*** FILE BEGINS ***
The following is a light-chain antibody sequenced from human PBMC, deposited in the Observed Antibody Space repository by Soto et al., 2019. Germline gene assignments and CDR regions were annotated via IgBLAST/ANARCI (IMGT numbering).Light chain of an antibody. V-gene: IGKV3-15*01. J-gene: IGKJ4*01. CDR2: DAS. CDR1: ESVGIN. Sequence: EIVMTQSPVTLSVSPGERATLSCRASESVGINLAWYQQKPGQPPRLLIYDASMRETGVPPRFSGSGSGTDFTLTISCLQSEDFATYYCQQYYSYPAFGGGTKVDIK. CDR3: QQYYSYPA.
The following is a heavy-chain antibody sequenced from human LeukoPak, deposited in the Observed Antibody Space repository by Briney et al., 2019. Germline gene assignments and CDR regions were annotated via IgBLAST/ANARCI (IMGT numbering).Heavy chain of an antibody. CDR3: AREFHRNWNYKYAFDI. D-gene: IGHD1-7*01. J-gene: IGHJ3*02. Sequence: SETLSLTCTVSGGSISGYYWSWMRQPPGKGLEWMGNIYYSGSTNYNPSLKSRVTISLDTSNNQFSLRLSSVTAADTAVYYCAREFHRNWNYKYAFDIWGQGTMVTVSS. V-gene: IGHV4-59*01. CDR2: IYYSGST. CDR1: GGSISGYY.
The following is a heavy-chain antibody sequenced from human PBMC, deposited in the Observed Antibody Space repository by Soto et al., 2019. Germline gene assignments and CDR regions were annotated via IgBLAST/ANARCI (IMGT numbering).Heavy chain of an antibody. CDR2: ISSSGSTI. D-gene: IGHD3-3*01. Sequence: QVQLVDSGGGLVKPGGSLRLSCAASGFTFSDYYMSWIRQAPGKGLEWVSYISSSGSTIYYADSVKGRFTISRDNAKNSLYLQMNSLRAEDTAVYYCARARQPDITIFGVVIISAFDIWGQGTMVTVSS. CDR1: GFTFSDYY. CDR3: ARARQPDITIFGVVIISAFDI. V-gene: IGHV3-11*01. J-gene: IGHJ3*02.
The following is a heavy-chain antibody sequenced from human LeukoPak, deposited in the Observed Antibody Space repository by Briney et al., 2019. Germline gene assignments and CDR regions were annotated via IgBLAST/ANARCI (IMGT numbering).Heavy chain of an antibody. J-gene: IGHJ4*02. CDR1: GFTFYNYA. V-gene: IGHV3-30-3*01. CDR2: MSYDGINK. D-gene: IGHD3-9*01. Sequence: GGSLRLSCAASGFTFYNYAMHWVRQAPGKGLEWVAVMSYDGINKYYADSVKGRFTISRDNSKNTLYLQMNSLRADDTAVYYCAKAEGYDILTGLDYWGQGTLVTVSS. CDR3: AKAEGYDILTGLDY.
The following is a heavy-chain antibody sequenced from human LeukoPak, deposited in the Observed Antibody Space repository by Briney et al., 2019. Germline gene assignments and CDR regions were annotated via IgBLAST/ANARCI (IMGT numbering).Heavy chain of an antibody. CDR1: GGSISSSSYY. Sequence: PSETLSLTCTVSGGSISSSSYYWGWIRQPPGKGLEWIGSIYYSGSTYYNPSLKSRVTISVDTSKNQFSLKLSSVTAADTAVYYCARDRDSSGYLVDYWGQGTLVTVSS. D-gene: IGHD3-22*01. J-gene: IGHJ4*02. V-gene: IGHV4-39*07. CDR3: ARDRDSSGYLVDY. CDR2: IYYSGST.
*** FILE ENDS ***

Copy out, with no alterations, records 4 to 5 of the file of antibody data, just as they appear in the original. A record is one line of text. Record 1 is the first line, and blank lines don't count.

The following is a heavy-chain antibody sequenced from human LeukoPak, deposited in the Observed Antibody Space repository by Briney et al., 2019. Germline gene assignments and CDR regions were annotated via IgBLAST/ANARCI (IMGT numbering).Heavy chain of an antibody. J-gene: IGHJ4*02. CDR1: GFTFYNYA. V-gene: IGHV3-30-3*01. CDR2: MSYDGINK. D-gene: IGHD3-9*01. Sequence: GGSLRLSCAASGFTFYNYAMHWVRQAPGKGLEWVAVMSYDGINKYYADSVKGRFTISRDNSKNTLYLQMNSLRADDTAVYYCAKAEGYDILTGLDYWGQGTLVTVSS. CDR3: AKAEGYDILTGLDY.
The following is a heavy-chain antibody sequenced from human LeukoPak, deposited in the Observed Antibody Space repository by Briney et al., 2019. Germline gene assignments and CDR regions were annotated via IgBLAST/ANARCI (IMGT numbering).Heavy chain of an antibody. CDR1: GGSISSSSYY. Sequence: PSETLSLTCTVSGGSISSSSYYWGWIRQPPGKGLEWIGSIYYSGSTYYNPSLKSRVTISVDTSKNQFSLKLSSVTAADTAVYYCARDRDSSGYLVDYWGQGTLVTVSS. D-gene: IGHD3-22*01. J-gene: IGHJ4*02. V-gene: IGHV4-39*07. CDR3: ARDRDSSGYLVDY. CDR2: IYYSGST.